GAMETE BIOLOGY AND GAMETOGENESIS - C
Wednesday, August 4, 2004
10:30 AM–12:30 PM
(710) HUMAN SPERM CHROMATIN CONTAIN NUCLEASE ACTIVITY.
Sotolongo, Barbara1, Huang, Thomas 1, Ward, W. Steven1, 1 Insitute for Biogenesis Research, Honolulu, HI
ABSTRACT- We have previously provided evidence that hamster epididymal spermatozoa has an endogenous nuclease activity that cleaves sperm DNA into 50 kb fragments after overnight incubation in Triton X-100 (Biol. Repro. 69:2029, 2003). This activity was dependent on MgCl2 and inhibited by EDTA. The overnight digestion, however, suggested the possibility that some exogenous contaminant may have contributed the nuclease. In this work, we investigated the possible presence of an endogenous nuclease in human spermatozoa, because the presence of an endogenous nuclease in human spermatozoa would have obvious implications for human fertility practices. Also, human spermatozoa are obtained as ejaculates and may have different properties than epididymal spermatozoa. Ejaculates obtained from a human fertility clinic were either centrifuged twice (total spermatozoa) or purified by swim-up in Percoll gradients, and frozen. Samples were resuspended in HTF media, counted, and incubated at 37°C, in 0.25% Triton X-100, 5 mM MgCl2, with or without varying concentrations of DNase I. The spermatozoa were then plugged in agarose, and analyzed by pulse field gel electrophoresis. We found that the human sperm chromatin was digested to 50 kb fragments in the absence of exogenous DNase I in as little as 15 minutes. DNase I concentrations as low as 0.01 g/ml stimulated the digestion of human sperm DNA into much smaller fragments. These smaller fragments could only be seen on conventional gel electrophoresis, and are similar to those reported by Lamond, et al. (Reprod Biomed Online 7:407, 2003). Percoll gradient purified spermatozoa were more susceptible to DNA degradation than total spermatozoa. These data suggest the possibility that human sperm chromatin contains a mechanism to digest its own DNA under certain conditions. We are currently testing possible mechanisms for this activity. Possible functions of nucleases in spermatozoa include the rapid degradation of the bulk of ejaculated spermatozoa that does not fertilize oocytes, and the protection against passing potentially damaged paternal DNA to the newly developing oocyte.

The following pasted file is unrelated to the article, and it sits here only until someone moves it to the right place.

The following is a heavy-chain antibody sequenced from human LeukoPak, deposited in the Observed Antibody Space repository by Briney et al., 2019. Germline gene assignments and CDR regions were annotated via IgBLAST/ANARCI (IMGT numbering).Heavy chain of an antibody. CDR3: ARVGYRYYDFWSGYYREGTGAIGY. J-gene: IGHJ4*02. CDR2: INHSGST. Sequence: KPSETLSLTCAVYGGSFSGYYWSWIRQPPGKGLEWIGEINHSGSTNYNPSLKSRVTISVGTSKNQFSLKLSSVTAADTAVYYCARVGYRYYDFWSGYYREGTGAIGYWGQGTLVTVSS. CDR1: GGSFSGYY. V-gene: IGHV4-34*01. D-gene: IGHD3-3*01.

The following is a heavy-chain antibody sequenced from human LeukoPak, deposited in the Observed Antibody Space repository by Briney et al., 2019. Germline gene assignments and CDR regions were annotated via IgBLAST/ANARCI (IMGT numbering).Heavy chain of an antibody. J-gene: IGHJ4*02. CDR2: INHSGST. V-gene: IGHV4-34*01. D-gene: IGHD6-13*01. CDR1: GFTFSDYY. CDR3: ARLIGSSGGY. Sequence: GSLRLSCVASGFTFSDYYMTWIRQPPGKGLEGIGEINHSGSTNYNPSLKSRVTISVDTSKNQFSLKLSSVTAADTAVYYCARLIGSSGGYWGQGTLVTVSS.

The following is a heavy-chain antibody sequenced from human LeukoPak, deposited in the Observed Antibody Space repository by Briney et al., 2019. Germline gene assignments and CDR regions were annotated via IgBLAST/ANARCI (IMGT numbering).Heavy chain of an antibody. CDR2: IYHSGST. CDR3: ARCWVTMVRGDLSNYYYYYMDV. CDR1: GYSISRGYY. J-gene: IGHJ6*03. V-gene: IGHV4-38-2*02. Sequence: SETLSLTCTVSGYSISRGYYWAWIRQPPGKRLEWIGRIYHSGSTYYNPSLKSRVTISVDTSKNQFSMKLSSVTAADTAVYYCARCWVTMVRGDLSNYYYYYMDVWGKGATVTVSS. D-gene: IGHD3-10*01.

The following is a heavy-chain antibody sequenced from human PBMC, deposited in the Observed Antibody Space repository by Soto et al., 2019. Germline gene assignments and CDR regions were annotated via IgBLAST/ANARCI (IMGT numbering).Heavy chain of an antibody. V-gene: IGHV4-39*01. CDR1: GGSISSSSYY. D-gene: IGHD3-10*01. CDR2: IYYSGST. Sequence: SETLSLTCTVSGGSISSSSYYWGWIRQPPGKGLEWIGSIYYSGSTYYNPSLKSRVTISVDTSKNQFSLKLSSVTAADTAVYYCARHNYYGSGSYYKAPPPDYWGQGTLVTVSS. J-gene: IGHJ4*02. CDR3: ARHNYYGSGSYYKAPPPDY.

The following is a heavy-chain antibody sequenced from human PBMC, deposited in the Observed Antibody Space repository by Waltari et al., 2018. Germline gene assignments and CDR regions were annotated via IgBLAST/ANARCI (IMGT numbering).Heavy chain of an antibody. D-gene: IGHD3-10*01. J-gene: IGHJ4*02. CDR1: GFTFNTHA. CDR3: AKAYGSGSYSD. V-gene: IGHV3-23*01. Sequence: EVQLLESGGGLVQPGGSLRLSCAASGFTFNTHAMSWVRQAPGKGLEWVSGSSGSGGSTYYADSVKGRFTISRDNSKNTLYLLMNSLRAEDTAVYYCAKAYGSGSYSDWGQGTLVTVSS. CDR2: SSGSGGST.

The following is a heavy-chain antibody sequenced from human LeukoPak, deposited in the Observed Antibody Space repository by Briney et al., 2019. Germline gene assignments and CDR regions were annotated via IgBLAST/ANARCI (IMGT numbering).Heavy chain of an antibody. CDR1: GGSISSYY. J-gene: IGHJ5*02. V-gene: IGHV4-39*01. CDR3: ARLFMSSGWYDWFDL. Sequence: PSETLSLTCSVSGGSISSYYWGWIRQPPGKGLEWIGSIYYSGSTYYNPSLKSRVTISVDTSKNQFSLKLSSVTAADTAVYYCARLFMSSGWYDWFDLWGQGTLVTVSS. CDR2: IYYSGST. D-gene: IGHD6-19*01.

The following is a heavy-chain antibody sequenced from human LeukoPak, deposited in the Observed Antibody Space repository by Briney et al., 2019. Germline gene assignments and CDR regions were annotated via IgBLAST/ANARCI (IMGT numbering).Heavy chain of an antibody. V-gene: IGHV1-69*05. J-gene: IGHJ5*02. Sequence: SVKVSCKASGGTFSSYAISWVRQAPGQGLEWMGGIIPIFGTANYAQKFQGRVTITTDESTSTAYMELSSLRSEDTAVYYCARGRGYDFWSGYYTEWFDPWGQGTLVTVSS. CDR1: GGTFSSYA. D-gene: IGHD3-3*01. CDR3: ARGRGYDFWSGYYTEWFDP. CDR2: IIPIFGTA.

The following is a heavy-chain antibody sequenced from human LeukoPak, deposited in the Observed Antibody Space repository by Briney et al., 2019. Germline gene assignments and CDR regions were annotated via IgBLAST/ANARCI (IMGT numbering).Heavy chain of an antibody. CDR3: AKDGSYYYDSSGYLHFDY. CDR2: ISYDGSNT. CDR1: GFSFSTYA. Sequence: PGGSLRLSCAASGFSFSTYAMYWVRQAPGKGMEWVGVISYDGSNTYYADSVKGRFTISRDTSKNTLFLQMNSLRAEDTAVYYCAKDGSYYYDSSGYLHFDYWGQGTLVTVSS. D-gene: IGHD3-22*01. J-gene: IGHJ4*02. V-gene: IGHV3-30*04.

KEY WORDS: nuclease, DNA, spermatozoa, human